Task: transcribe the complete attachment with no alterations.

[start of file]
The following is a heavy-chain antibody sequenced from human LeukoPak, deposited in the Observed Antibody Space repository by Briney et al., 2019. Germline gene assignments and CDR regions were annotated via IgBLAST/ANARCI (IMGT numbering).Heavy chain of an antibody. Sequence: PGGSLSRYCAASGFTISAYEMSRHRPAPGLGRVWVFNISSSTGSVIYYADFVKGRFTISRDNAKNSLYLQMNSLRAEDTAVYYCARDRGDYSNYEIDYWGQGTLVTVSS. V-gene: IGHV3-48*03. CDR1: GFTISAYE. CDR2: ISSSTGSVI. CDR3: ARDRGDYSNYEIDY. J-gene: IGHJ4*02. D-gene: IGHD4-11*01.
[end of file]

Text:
The following is a heavy-chain antibody sequenced from human LeukoPak, deposited in the Observed Antibody Space repository by Briney et al., 2019. Germline gene assignments and CDR regions were annotated via IgBLAST/ANARCI (IMGT numbering).Heavy chain of an antibody. Sequence: PGGSLSRYCAASGFTISAYEMSRHRPAPGLGRVWVFNISSSTGSVIYYADFVKGRFTISRDNAKNSLYLQMNSLRAEDTAVYYCARDRGDYSNYEIDYWGQGTLVTVSS. V-gene: IGHV3-48*03. CDR1: GFTISAYE. CDR2: ISSSTGSVI. CDR3: ARDRGDYSNYEIDY. J-gene: IGHJ4*02. D-gene: IGHD4-11*01.